Istio Circuit Breaker with Outlier Detection


While architecting distributed cloud applications, you should assume that failures will happen and design your applications for resiliency. A Microservice ecosystem is going to fail at some point or the other and hence you need to learn embracing failures.  In short, design your microservices with failure in mind.

Problem Statement
In a K8s environment, services run inside a Pod and dynamically autoscale based on load. To make your services highly available, you might be running multiple instances of your service. But how do you handle scenarios where one of your service instances becomes slow or unresponsive? In such a scenario, you should not send traffic to that instance. But how do you automatically identify this issue at runtime and change your routing rules to exclude this service instance?

Outlier Detection
Outlier Detection is an Istio Resiliency strategy to detect unusual host behavior and evict the unhealthy hosts from the set of load balanced healthy hosts inside a cluster. It automatically tracks the status of each individual host and checks metrics like consecutive errors and latency associated with service calls. If it finds outliers, it will automatically evict them.

Ejection/Eviction implies that the host is identified as unhealthy and won’t be used to cater to user requests as part of the load balancing process. If a request is sent to a service instance and it fails(returns 50X error code), then Istio ejects the instance from the load balanced pool for a specified duration. This is configured as the sleep window.

This entire process increases the overall availability of the services by making sure that only healthy pods participate in catering user requests.

Istio Outlier Detection

Read more about Envoy Outlier Detection here —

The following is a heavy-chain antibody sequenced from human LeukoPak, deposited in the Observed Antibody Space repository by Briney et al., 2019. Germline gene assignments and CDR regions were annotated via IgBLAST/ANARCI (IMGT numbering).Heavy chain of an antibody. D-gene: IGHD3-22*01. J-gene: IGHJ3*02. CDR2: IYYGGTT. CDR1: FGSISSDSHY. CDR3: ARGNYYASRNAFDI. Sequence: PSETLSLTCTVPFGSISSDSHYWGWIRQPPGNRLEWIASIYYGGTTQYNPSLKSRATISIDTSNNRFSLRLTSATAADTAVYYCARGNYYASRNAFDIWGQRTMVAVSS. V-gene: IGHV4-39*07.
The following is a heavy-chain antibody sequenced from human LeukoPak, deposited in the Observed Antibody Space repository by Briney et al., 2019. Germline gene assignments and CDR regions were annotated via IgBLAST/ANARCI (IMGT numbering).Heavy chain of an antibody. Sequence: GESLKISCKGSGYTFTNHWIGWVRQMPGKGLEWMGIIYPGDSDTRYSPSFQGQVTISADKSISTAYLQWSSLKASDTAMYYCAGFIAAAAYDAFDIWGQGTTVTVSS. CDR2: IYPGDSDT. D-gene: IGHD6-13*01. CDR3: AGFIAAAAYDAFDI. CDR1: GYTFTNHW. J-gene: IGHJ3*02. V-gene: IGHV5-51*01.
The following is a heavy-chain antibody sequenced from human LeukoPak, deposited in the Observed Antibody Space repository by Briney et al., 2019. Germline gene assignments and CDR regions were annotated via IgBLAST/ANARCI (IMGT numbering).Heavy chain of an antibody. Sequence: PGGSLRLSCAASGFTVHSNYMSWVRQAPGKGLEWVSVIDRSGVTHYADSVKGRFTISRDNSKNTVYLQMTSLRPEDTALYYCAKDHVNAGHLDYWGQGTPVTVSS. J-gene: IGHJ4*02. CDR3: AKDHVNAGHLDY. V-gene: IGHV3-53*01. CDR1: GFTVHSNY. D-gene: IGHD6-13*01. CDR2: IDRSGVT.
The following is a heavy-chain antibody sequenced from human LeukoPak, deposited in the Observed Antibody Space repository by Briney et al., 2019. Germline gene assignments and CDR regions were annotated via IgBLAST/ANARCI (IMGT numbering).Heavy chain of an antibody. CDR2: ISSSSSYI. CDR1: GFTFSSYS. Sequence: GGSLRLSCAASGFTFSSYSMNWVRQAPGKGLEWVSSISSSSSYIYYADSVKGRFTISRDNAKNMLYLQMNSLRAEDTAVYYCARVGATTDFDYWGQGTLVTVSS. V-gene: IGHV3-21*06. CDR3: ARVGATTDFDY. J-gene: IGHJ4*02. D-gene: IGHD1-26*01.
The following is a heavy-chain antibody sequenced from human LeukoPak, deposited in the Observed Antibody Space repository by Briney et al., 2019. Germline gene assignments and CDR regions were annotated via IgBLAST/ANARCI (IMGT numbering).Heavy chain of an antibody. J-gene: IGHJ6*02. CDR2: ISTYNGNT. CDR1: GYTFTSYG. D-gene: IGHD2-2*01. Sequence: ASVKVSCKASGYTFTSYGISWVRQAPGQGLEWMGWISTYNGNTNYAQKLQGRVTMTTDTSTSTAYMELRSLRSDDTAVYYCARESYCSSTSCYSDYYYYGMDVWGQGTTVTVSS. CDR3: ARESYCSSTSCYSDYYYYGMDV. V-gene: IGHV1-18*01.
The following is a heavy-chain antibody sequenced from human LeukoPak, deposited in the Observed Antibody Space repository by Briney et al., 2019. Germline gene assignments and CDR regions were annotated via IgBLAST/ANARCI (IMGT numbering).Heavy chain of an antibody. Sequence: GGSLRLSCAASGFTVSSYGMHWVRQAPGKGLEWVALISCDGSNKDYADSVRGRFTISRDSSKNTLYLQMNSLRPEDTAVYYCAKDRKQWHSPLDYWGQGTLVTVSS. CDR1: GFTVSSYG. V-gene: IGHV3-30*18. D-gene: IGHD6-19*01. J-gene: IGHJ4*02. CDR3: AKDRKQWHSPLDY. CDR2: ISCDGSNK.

https://www.envoyproxy.io/docs/envoy/latest/intro/arch_overview/outlier

With the below settings, the dependent service is scanned every 10 sec and if there are any hosts that fail more than 3 times with 5XX error code it will be ejected from the load balanced pool for 20sec.

Outlier Detection Configurations

 

Read more about Outlier Detection here.

  • BaseEjectionTime – The maximum ejection duration for a host. For eg – The host will be ejected for 20sec, before it is evaluated again for processing requests.
  • ConsecutiveErrors – Number of errors before a host is ejected from the connection pool. For eg – If you have 3 consecutive errors while interacting with a service, Istio will mark the pod as unhealthy.
  • Interval – The time interval for ejection analysis. For eg – The service dependencies are verified every 10sec.
  • MaxEjectionPercent – The Max % of hosts that can be ejected from the load balanced pool. For eg – Setting this field as 100 implies that any unhealthy pods throwing consecutive errors can be ejected and the request will be rerouted to the healthy pods.

Outlier Detection will be enabled until the load balancing pool has the minimum number of healthy hosts associated.

While creating a DestinationRule, you can mention the Circuit Breaker fields inside the TrafficPolicy section. Sample DestinationRule below —

The below video demonstration from RedHat shows the Istio Outlier Detection functionality in action —
Red Hat Developer Istio Video Series: Number 2 – Istio Pool Ejection

With Outlier Detection – the application is now self-healing wherein if you encounter errors from 1 service instance – you can automatically eject the instance out of the pool such that it doesn’t receive any requests. There is no service downtime with this approach and errors are not thrown to consumers.

Conclusion

Istio improves the reliability and availability of services in the mesh. The basic intent of Outlier Detection is to stop sending requests to the unhealthy instance and give it time to recover. In the meantime, the requests are redirected to the healthy instances such that the consumers are not impacted. The entire implementation of Outlier Detection is transparent to the application and involves no changes to the application code.



Categories: Architecture, Istio, Microservices, Service Mesh

Tags: , , , ,

5 replies

  1. Samir, Thank you for excellent overview of circuit breaker and need to plan for ‘outages’. Well Done. Thanks, Wilson Hauck http://www.mysqlservertuning.com

    Liked by 1 person

    • As always I appreciate your feedback Wilson. I am working on my upcoming presentation at the O’Reilly Software Architecture Conference, San Jose in a weeks time. Hence I will be blogging about ‘Building a Scalable Microservice Architecture with Istio Service Mesh’ over the next few days.

      Like

Trackbacks

  1. Resilient Microservices with Istio Circuit Breaker – dotnetvibes
  2. Chaos Testing your Microservices with Istio – dotnetvibes
  3. Speaking at O’Reilly Software Architecture Conference 2019 – dotnetvibes

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